Discover The Tradition & Beauty Of Shirakawa-go
Located approximately one hour from Takayama, Ogimachi is the largest of the three villages that make-up the World Heritage-listed ‘Historic Villages of Shirakawa-go and Gokayama’. Afforded World Heritage status in 1995, Ogimachi is an extremely popular destination visited by thousands of tourists on a daily basis. Along with the villages of Suganuma and Ainoukura, the three World Heritage-listed hamlets are collectively and more simply referred to as Shirakawa-go.
Nestled in the Shogawa River Valley in a remote area of the high mountains of Toyama and Gifu Prefectures, the villages of Shirakawa-go retain their historic character and many traditional ways of life – most pronounced in their ‘gassho-zukuri’ thatched-roofed farmhouses. Taking their name from the distinctive high-pitch of their roofs – reminiscent of hands held together in prayer or ‘gassho’ – many of the farmhouses are over 250 years old. Built to withstand the heavy snowfall experienced each winter, the design demonstrates ingenuity in adapting to the landscape.
Not only did the pitch of the roof resist heavy snowfall, it created large indoor work areas in the attic of each building that could be used in winter for the cultivation of silk and other industries. Today, the farmhouses and the villages that they makeup have been afforded numerous protections and gained global fame. Many continue their function as family homes and workshops for traditional industry, while others have been converted to museums, restaurants and cafes, and guesthouses.
Separated by rice fields and the raised dirt walkways between them, the farmhouses seem to float in the landscape and constitute the human villages bordering the heavily forested mountains and hillsides.
The ingenuity of the design and development of a traditional way of life adapted to the environment, created a harmony between man and nature which is recognised by the World Heritage-listing of the villages. It represents global recognition of a concept the Japanese call ‘satoyama’ – the ability to live in harmony and sustainably with their environment – as manifest in the farmhouses and traditional way of life of these villages.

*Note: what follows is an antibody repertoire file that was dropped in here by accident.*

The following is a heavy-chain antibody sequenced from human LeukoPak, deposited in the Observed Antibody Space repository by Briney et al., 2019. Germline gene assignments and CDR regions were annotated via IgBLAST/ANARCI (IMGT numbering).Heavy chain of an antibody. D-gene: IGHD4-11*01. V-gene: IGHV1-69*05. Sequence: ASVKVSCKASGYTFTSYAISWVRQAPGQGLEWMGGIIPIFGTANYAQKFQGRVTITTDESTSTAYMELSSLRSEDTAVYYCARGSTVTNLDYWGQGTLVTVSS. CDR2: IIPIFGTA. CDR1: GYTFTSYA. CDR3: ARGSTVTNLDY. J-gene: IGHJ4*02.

World Heritage listing means that the largest village, Ogimachi, is now extremely popular with many large tours arriving throughout the day. While the crowds can be off-putting at first, visitors who wander away from the most central locations, or take the time to get to the less accessible villages of Ainokura or Suganuma, will find themselves with plenty of space to enjoy without interruption. Indeed, those who venture to Ainokura and Sugunama will find the villages notably quiet, mostly visited by Japanese tourists and less blighted by the intrusion of large tour groups.
15 THINGS TO DO & SEE IN SHIRAKAWA-GO
For many if not most Japanese, the word ‘satoyama’ conjures imagery of idyllic rural villages and a slower, healthier way of life in which people live in harmony with the environment. Literally translating as ‘mountain village’, satoyama has no better demonstration than in the villages making-up Shirakawa-go and Gokayama. Awarded World Heritage status for just that reason – as examples of human ingenuity and the ability of man to live in harmony with our environment – the villages are hugely popular destinations that can be enjoy as day-trips from Takayama, Toyama or Kanazawa, or overnight visits by staying in one of the farmhouses. Our ’15 Things To Do In Shirakawa-go & Where To Stay’ page has lots of suggestions of the best things to do and see when there along with accommodation listings in the area.